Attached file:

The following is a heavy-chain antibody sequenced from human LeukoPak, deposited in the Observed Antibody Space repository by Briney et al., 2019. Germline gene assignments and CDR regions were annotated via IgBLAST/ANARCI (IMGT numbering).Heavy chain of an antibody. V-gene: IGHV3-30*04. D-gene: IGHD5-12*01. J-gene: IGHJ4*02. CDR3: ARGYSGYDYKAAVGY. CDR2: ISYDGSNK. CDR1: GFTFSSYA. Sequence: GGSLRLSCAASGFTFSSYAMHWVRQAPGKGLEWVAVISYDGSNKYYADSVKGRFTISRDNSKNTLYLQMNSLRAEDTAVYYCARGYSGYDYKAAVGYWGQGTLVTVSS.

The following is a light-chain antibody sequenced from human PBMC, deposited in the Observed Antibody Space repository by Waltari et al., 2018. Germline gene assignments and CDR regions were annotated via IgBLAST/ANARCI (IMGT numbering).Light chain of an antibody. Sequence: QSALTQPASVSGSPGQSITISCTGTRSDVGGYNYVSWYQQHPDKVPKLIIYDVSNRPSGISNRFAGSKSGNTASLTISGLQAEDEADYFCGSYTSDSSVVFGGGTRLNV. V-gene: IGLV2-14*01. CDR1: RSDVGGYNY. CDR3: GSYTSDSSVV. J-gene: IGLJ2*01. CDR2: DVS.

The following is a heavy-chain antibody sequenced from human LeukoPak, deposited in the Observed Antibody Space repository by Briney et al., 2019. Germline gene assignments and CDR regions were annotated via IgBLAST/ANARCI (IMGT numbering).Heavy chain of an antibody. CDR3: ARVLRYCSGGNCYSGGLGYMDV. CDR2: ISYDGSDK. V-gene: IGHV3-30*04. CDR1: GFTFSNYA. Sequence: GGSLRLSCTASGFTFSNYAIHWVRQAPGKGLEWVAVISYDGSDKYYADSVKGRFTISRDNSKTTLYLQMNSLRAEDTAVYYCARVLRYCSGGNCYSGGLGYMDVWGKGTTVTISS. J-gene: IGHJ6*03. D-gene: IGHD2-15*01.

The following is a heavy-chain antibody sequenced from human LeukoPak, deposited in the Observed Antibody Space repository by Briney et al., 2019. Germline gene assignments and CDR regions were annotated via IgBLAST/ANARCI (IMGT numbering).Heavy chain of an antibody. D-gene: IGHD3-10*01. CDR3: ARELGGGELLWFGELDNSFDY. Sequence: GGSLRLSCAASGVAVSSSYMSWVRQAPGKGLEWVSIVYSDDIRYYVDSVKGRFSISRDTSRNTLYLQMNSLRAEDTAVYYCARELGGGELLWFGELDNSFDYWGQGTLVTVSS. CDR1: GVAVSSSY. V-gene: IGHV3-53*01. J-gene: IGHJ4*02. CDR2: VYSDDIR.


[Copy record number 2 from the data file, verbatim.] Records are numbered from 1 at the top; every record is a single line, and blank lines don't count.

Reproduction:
The following is a light-chain antibody sequenced from human PBMC, deposited in the Observed Antibody Space repository by Waltari et al., 2018. Germline gene assignments and CDR regions were annotated via IgBLAST/ANARCI (IMGT numbering).Light chain of an antibody. Sequence: QSALTQPASVSGSPGQSITISCTGTRSDVGGYNYVSWYQQHPDKVPKLIIYDVSNRPSGISNRFAGSKSGNTASLTISGLQAEDEADYFCGSYTSDSSVVFGGGTRLNV. V-gene: IGLV2-14*01. CDR1: RSDVGGYNY. CDR3: GSYTSDSSVV. J-gene: IGLJ2*01. CDR2: DVS.